Analyses of Pimavanserin Studies Evaluating Treatment in Alzheimer’s Disease Psychosis and Parkinson’s Disease Psychosis Published in The Journal of Prevention of Alzheimer’s Disease Suggest Potential for Treating Dementia-Related Psychosis
The publication (https://link.springer.com/article/10.14283/jpad.2018.30) focused on the pre-specified analysis in the subgroup of patients who had more pronounced psychotic symptoms at baseline. In this subgroup of patients with more severe delusions and hallucinations, at the primary efficacy endpoint, pimavanserin demonstrated significant improvement relative to placebo with a similar and acceptable tolerability profile. These results were also presented recently at the Alzheimer’s Association International Conference in Chicago in July 2018. The primary results from the study were previously reported at the Clinical Trials in Alzheimer’s Disease (CTAD) conference in Boston in October 2017 and published in the Lancet Neurology in March 2018.
“The robust efficacy of pimavanserin in patients with more severe psychotic symptoms is relevant to the therapeutic benefits of pimavanserin in a patient population with Alzheimer’s disease and psychosis,” said lead investigator Clive Ballard, MBChB, MRCPsych, Pro-Vice-Chancellor and Executive Dean, University of Exeter Medical School. “These results extend and confirm the results from the primary analysis as well as results from the subgroup analysis of patients with mild dementia in the pivotal Parkinson’s disease psychosis study with pimavanserin. These findings, coupled with the results from other studies of pimavanserin, suggest a potential role for pimavanserin in treating dementia-related psychosis in patients across a range of neuropsychiatric conditions.”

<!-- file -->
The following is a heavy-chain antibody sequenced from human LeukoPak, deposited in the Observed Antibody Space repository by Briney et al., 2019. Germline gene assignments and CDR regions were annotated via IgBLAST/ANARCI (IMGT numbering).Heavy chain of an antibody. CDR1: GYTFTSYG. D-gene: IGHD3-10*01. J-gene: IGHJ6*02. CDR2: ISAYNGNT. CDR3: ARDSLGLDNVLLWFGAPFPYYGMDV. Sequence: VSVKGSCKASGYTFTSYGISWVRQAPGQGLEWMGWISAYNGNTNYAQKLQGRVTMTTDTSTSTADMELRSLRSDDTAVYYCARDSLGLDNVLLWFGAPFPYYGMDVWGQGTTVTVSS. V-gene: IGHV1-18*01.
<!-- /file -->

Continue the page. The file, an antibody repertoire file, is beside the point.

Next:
A separate review published in JPAD (https://link.springer.com/article/10.14283/jpad.2018.29) also supports the potential use of pimavanserin in other forms of neurodegenerative diseases, including dementia-related psychosis. A research group led by Jeffrey Cummings, MD, ScD, of the Cleveland Clinic Lou Ruvo Center for Brain Health, Las Vegas, NV, looked at the clinical evidence that has been gathered to date that supports the potential efficacy of pimavanserin in dementia-related psychosis. “Clinical evidence is now available that supports potential efficacy of pimavanserin in dementia-related psychosis. This includes results from a sub-analysis of mildly demented patients in the Phase 3 pivotal study in patients with Parkinson’s disease psychosis, and the Phase 2 study in patients with Alzheimer’s disease. Based on the overlap in clinical presentation and pathology and the positive clinical trial results in two neurodegenerative patient populations, we think it is important to continue to evaluate pimavanserin’s effect in patients with hallucinations and delusions across a number of neurodegenerative disorders,” said Dr. Cummings.